Marco Turk is Professor Emeritus of Negotiation, Conflict Resolution and Peacebuilding at California State University Dominguez Hills, having served as the full-time director of the program from 2002-2010, and intermittently thereafter 2010-2015. He has been an adjunct professor of law at the Straus Institute for Dispute Resolution, Pepperdine University Caruso School of Law, since 2016. Prior to that, he served as adjunct faculty in the Criminology, Law & Society Department at the University of California-Irvine, Loyola Law School, and Southwestern University School of Law.
For many years, he served as a regularly assigned mediator for the California 2nd District Court of Appeal from and after 2004, and has established a long- respected history in California Alternative Dispute Resolution.
Having been a US Fulbright Senior Scholar in Conflict Resolution on the Eastern Mediterranean Island of Cyprus (1997-1999), Professor Turk has made several funded return trips to continue his peacebuilding work there, which continues even today.
In addition, he has conducted programs for Cypriots in the USA, Norway, and Israel through the U.S. State Department, and the Fred J. Hansen Institute for World Peace at San Diego State University. In October 2003, he participated as one of only two Americans invited to attend the Oxford University (England) international workshop on Getting to Yes, regarding efforts to reunify Cyprus. He is a recognized scholar and practitioner concerning the extremely complicated ethnic and identity-based international conflict commonly referred to as the Cyprus Problem.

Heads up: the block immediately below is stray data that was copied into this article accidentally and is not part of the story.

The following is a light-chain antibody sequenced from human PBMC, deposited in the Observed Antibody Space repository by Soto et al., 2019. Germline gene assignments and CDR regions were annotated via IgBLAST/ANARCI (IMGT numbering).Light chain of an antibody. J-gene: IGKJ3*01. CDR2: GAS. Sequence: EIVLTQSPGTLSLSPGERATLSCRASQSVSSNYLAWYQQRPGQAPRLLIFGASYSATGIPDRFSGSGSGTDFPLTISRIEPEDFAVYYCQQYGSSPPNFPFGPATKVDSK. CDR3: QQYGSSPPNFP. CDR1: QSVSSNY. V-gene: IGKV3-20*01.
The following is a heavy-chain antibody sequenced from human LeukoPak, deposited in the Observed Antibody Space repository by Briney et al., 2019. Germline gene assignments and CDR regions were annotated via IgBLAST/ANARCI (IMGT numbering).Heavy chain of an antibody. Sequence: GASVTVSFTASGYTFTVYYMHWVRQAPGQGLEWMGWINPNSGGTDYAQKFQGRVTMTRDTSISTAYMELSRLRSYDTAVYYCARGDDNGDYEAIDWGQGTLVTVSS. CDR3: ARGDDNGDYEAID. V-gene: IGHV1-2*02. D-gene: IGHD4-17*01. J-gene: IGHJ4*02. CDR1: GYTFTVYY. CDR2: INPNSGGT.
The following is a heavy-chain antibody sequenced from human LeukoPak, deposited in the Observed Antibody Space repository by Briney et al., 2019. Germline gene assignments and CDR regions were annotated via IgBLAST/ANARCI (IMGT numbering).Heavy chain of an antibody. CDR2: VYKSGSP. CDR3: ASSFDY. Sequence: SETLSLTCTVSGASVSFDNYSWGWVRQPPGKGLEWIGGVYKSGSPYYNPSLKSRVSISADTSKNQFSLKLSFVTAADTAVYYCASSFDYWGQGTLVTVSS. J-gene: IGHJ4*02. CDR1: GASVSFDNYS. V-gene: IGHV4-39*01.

Having been admitted to the California State Bar in 1961, he left the practice of law in 1995 to enter academia full-time and has not looked back since. While Professor Turk has written extensively in the field, his upcoming book soon to be published by Palgrave Macmillan, Bridging the Cyprus Divide: Reflections of an Accidental Peacebuilder, covers his over twenty-five years involvement with the Eastern Mediterranean Island of Cyprus (and its Greek Cypriot and Turkish Cypriot communities) in conflict.